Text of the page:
Maybe it was the nice weather with the promise of rain or something else, but official sales figures in Delhi University could not explain the sheer number of students who continued to troop into the North Campus on the sixth day of admissions here on Tuesday.

“Around 9,440 forms were sold in total on Tuesday and out of this only about 3,526 forms were sold from the North Campus,” confirmed Dean Students’ Welfare J. M. Khurana, adding that they had also received about 12,496 completed applications.

“I had earlier thought of submitting the forms online, but it was nice and breezy in the morning so my cousins and I came here to submit them in person,” said Nisha from Ghaziabad, who did not mind coming all the way. “It was too hot all these days, so I decided to fill the form online, but the change in weather also changed my mind,” said Sahil, who also wanted to see the campus.

“Online forms are a positive change, a modern and more convenient way of getting your work done. We have even slashed the prices by half for the regular online forms and made forms for the special categories free, I wish students would take advantage of this,” said an over-worked Deputy Dean Students’ Welfare Gurupreet Tuteja.

He wanted to clear the air about some “antiquated” notions that prospective students had. “If the student says he doesn’t know how to fill an online form then it’s a big shame – especially considering the number of internet cafes that can be found in any small town and keeping in mind the sort of course they will be doing here in the university,” he said.

The reasons for not filling forms have varied from the ridiculous to the plain funny since day one. People weren’t “trusting” something they did not have on paper and numerous rumours of goof-ups like loss of forms or wrong information getting recorded or money and debit card frauds have been doing the rounds. “We have a tie-up with a national bank, it is their payment gateway and it is through those channels that the student will have to pay,” said Dr. Tuteja, adding that the online option had been personally tested by the Dean Students’ Welfare office over 20 times with “real money”.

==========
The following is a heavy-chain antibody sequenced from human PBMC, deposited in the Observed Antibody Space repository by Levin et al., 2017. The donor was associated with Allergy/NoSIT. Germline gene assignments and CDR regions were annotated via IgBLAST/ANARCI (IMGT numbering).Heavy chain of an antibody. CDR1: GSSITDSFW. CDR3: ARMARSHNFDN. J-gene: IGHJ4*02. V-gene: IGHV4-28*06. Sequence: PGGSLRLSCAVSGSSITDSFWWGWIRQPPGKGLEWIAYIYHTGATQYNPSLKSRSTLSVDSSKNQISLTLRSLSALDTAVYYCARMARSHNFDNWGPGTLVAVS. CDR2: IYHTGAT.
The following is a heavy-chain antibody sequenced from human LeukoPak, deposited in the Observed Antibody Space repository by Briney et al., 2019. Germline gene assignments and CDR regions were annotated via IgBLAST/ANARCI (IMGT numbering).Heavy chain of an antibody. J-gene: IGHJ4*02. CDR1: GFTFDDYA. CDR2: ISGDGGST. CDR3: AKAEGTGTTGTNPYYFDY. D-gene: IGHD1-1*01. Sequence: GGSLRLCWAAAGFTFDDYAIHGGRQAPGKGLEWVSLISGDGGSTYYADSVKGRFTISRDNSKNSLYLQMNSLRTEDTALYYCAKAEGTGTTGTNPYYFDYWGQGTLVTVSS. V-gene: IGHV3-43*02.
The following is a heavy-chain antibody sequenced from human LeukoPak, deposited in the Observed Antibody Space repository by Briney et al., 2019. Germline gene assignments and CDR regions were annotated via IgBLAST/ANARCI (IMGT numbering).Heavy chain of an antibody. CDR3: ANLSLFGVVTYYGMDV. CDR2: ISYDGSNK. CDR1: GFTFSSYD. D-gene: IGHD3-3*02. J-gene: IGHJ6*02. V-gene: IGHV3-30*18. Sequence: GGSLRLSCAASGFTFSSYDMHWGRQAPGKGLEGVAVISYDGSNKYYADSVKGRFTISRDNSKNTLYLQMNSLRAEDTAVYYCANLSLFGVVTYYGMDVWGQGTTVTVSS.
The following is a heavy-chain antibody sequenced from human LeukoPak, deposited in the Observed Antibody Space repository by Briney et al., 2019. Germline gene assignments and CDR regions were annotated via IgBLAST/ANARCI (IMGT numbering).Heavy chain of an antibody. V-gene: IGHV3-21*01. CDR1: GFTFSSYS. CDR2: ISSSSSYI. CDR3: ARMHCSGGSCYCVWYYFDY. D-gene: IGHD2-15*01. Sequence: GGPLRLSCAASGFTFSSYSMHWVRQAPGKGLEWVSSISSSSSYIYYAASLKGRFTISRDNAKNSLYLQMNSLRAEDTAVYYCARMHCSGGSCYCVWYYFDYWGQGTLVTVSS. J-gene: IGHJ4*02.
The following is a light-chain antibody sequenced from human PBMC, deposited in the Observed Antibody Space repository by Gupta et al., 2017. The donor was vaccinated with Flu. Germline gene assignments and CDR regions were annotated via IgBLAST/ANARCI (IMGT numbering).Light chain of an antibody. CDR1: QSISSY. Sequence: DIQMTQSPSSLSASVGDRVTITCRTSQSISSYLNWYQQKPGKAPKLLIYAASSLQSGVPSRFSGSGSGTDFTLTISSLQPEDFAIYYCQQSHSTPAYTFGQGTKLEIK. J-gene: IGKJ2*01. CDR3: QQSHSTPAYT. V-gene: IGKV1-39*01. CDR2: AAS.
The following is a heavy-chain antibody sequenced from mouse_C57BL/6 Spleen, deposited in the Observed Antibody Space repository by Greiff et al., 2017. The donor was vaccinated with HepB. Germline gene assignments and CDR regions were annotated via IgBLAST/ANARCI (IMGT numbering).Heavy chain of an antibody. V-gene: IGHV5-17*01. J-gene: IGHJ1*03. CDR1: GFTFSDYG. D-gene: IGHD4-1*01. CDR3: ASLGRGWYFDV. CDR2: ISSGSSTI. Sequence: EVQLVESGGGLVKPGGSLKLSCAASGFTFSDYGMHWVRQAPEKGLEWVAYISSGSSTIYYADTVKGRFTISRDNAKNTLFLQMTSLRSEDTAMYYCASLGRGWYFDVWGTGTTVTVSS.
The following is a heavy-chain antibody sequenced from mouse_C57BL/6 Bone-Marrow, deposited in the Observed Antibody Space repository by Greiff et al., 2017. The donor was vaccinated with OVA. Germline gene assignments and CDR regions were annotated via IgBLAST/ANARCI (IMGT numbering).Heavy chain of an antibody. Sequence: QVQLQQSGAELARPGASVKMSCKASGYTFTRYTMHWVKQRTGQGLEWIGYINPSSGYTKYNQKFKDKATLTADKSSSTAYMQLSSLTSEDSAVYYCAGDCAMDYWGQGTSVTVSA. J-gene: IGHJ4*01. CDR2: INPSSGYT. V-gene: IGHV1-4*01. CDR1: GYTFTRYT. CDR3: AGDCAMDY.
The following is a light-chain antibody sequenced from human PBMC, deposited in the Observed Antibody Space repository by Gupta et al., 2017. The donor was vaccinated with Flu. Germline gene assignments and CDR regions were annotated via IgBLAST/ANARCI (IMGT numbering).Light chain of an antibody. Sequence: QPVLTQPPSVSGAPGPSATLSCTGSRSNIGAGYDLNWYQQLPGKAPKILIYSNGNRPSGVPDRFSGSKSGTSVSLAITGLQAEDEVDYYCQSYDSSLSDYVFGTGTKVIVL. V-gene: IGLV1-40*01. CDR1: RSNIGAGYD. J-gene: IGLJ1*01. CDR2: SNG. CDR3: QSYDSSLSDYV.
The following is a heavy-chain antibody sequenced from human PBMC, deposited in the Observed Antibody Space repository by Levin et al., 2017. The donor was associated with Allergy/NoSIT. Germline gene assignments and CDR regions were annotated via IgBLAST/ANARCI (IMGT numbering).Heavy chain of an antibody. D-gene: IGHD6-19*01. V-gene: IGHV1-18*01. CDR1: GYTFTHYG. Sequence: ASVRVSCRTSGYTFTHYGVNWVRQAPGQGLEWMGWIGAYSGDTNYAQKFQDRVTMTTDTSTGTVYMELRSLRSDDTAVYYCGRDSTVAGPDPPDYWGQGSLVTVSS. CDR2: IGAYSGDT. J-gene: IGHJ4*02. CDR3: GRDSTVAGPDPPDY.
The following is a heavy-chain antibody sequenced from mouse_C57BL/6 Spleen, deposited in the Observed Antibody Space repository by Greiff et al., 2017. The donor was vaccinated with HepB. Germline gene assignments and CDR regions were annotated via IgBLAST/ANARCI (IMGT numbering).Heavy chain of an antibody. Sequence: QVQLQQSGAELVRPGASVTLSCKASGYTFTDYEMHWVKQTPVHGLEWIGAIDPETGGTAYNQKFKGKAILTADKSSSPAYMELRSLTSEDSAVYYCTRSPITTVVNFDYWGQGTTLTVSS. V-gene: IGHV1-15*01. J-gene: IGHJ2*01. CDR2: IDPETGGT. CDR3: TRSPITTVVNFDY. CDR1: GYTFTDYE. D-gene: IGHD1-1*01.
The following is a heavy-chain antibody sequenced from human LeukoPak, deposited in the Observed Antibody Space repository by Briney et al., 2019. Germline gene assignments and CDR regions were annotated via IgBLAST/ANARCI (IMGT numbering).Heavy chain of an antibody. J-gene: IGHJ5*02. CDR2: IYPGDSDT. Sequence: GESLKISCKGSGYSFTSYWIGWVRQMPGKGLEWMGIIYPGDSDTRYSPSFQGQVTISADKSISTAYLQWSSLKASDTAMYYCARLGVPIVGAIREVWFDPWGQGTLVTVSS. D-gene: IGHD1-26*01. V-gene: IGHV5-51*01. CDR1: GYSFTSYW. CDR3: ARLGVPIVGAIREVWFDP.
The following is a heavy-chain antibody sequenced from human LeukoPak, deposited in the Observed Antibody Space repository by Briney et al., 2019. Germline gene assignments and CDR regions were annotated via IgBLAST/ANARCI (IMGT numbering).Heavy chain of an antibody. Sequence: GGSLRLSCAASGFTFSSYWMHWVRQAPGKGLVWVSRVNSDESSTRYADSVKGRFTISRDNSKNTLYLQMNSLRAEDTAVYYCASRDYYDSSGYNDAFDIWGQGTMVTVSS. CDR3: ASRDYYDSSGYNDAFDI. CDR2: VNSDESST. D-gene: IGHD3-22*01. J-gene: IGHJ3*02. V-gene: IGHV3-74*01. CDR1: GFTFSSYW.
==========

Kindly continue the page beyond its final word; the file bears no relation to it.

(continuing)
With a large number of admission seekers coming to the campus, crowd management has also been an issue. While police barricades have been set up to prevent vehicle entry one block away from most of the main centres, minor accidents between rickshaws and motorists and slow-moving human traffic on the pavements have become the norm. “We cannot even think of removing the barricades, it will be here for at least a month,” said a duty constable near the barricades.

On Tuesday, the serpentine queues outside the counters did not reduce till about 1 p.m. which was closing time. “Most students want to submit the forms today itself and have to stand in a line twice, since the form sale and submission counters are the same,” said a university volunteer, who said tempers usually ran high as panicked students and parents tried to purchase or deposit the forms just before closing time.

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